By Kristy Alpert
Although the average Dallas citizen may not personally know Thom Powell, chances are his work has impacted his or her life. This 49-year-old architect has been behind the scenes of some of the biggest, culturally-impacting projects to grace Dallas’ city limits, most notably the Annette Strauss Artist Square, 1407 Main Street (winner of the 2009 Downtown Association award), and the Perot Museum of Nature and Science where he currently serves as the sustainability consultant.
Photo: Annette Strauss Artists Square and 407 Main Street - Courtesy of Good Fulton and Farrell
In 2008, Powell, an associate with Good Fulton & Farrell, was recognized as the winner of the American Institute of Architects (AIA) Dallas “Young Architect of the Year” award. He currently serves as the AIA Dallas Vice President – Treasurer (2011-12) and served as commissioner of environment and design (2009-2010).
So who is this man who is quite literally changing the landscape of our city into a mecca of sustainability? His journey into architecture begins early on …While the rest of his Southern Californian elementary school peers were tracing turkey handprints and doodling with crayons, Powell was busy sketching building designs using two-point perspectives. “I was fortunate enough to have a teacher that was very unique, Mr. Eng.,” Powell recalls. “In addition to being a teacher, Mr. Eng was a magician. He entertained us with his magic tricks and taught us many things that went well beyond the school curriculum. One of the things he taught us was how to draw two-point perspectives. This was the beginning of my passion for architecture. I found the ability to create buildings thrilling, and I still do.”
Powell went on to graduate high school at the age of 16, and received his first degree in architectural graphics shortly after he turned 18. Afterwards, Powell attended California State Polytechnic University of Pomona for his bachelors of architecture and achieved his masters in architecture from Syracuse University, spending a year studying in Florence, Italy through both programs. “The study of architecture in Florence was very inspiring and our professors challenged us to view architecture in a holistic fashion,” Powell remembers. “That broad definition continues to foster the ability to deal with complex architectural projects that may not fit neatly within the traditional definitions of the role of the architect. Consequently, I have had the opportunity to be involved in many high profile projects.”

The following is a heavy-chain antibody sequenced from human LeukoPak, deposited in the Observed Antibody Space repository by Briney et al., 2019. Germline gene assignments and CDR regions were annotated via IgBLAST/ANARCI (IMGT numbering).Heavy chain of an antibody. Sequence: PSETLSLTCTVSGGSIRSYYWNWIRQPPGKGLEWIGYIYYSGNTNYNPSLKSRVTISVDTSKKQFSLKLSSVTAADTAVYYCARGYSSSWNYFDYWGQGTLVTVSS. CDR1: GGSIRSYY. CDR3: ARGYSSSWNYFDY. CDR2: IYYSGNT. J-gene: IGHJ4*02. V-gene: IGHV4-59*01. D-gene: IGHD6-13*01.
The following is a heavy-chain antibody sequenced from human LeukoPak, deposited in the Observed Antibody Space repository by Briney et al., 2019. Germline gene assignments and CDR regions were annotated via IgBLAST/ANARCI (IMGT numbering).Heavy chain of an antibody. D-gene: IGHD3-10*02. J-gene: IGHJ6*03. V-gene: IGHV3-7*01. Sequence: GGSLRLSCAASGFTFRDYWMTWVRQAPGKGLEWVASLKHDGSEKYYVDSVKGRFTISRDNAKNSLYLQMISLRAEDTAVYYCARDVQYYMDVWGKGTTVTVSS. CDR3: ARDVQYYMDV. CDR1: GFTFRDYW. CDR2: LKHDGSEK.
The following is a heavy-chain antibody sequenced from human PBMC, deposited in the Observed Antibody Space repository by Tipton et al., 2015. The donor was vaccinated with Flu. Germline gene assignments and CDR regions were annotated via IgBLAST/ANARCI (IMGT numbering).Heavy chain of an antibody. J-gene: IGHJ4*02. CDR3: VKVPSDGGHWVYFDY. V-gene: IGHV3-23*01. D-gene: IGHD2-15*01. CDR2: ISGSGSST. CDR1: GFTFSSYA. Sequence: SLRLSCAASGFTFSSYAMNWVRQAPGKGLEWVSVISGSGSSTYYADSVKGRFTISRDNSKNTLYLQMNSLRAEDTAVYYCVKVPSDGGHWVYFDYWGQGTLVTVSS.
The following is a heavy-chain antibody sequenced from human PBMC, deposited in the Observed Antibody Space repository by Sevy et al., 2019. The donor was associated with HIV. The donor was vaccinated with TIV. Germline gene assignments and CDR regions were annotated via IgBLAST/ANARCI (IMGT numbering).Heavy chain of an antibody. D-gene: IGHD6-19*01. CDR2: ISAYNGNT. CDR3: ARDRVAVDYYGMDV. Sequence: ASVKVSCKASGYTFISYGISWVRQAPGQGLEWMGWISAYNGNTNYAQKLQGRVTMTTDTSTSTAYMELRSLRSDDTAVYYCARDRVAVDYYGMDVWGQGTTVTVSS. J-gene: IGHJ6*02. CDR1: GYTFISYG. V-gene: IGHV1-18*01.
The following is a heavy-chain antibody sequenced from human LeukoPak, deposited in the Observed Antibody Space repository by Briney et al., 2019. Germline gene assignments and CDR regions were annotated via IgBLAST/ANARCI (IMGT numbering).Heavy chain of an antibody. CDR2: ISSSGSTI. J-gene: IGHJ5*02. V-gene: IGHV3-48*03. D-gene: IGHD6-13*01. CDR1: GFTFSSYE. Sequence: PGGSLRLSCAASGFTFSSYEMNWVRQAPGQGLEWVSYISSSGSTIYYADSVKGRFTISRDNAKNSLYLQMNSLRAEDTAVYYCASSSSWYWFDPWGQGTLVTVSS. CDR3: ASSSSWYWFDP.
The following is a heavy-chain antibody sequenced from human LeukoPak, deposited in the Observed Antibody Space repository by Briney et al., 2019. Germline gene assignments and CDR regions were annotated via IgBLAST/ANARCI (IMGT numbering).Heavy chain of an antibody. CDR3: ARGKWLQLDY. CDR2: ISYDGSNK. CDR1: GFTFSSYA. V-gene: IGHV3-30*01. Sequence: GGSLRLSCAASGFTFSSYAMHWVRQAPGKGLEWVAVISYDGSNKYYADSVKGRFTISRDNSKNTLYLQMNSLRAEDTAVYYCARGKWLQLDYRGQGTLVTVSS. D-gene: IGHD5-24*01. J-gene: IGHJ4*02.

After moving to Dallas in the early ’90s, Powell now lives with his wife and two daughters in a subdivision he and his wife created. Although he’s worked on many LEED projects, it’s been the project with the Perot Museum of Nature and Science that has challenged Powell to best combine his architectural skills with his childhood-learned skill of sustainability, as there are a number of components to the museum’s sustainability plan including pursing a LEED Gold Certification, a Green Globes 3 Globes Certification, in addition to being a pilot project in the newly created Sustainable Sites Initiative pursuing two stars. (photo: Thom Powell and Perot Museum of Nature and Science Architect Thom Mayne of Morphosis Architects at the Sustaiability Summit Summer 2011)
Our approach has been that for a museum that teaches nature and science, the Sustainability Plan needs to address multiple perspectives of sustainable design,” says Powell, who has also served as the AIA Dallas Committee on the Environment chair and on the US Green Building Council North Texas Chapter Board of Directors. “The pursuit of the combination of these programs has required that we look at the entire spectrum of sustainable design.”
Photo Museum Under Construction July 2011 and rendering of Museum when completed
The Perot Museum project continues to move forward with a completion date estimated for early 2013 where there will be a series of tests and reports to determine if all the LEED requirements were met. “We would hope to have the final LEED certification be resolved within 12 months of the completion of the project,” The team will be looking at the updates in 2014 Energy Star Rating once the project has been open for 12 months.
Powell adds. “The Perot Museum is going to be a teaching tool for the next generation here in Dallas. That has been the biggest motivator behind much of the project’s goals. We need to get this right to really have a positive impact on our children’s future.”
Freelance writer Kristy Alpert has been covering the green scene since before it was the “thing to do.” Her work has been featured in publications such as D Magazine, Omni Escapes, DallasChild, Modern Luxury, Home Comfort Style, Oregon Home, among others. When not crafting stories at her refinished Victorian writing desk, she can be found traveling the globe or scouring the bins at flea markets, searching for those diamonds in the rough. You can contact her at firstname.lastname@example.org or follow her on Twitter @kristyalpert.